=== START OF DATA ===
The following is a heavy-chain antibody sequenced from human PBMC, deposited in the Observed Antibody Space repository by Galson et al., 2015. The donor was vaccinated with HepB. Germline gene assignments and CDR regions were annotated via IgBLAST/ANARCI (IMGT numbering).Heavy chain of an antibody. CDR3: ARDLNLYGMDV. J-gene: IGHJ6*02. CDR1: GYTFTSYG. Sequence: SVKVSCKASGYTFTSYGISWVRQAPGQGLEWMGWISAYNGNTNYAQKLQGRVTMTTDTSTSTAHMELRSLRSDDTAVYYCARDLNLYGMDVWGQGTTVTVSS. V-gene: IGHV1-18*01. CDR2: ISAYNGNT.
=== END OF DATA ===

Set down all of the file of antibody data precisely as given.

The following is a heavy-chain antibody sequenced from human PBMC, deposited in the Observed Antibody Space repository by Galson et al., 2015. The donor was vaccinated with HepB. Germline gene assignments and CDR regions were annotated via IgBLAST/ANARCI (IMGT numbering).Heavy chain of an antibody. CDR3: ARDLNLYGMDV. J-gene: IGHJ6*02. CDR1: GYTFTSYG. Sequence: SVKVSCKASGYTFTSYGISWVRQAPGQGLEWMGWISAYNGNTNYAQKLQGRVTMTTDTSTSTAHMELRSLRSDDTAVYYCARDLNLYGMDVWGQGTTVTVSS. V-gene: IGHV1-18*01. CDR2: ISAYNGNT.